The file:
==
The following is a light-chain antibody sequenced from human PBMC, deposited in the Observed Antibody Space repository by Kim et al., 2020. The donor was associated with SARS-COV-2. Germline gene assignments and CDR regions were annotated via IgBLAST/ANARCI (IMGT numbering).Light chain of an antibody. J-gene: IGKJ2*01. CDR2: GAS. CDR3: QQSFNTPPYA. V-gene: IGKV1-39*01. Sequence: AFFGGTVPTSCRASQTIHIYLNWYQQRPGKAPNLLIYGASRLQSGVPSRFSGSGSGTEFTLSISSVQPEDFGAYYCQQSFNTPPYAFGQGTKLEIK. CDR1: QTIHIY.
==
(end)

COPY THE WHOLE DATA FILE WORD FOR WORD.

The following is a light-chain antibody sequenced from human PBMC, deposited in the Observed Antibody Space repository by Kim et al., 2020. The donor was associated with SARS-COV-2. Germline gene assignments and CDR regions were annotated via IgBLAST/ANARCI (IMGT numbering).Light chain of an antibody. J-gene: IGKJ2*01. CDR2: GAS. CDR3: QQSFNTPPYA. V-gene: IGKV1-39*01. Sequence: AFFGGTVPTSCRASQTIHIYLNWYQQRPGKAPNLLIYGASRLQSGVPSRFSGSGSGTEFTLSISSVQPEDFGAYYCQQSFNTPPYAFGQGTKLEIK. CDR1: QTIHIY.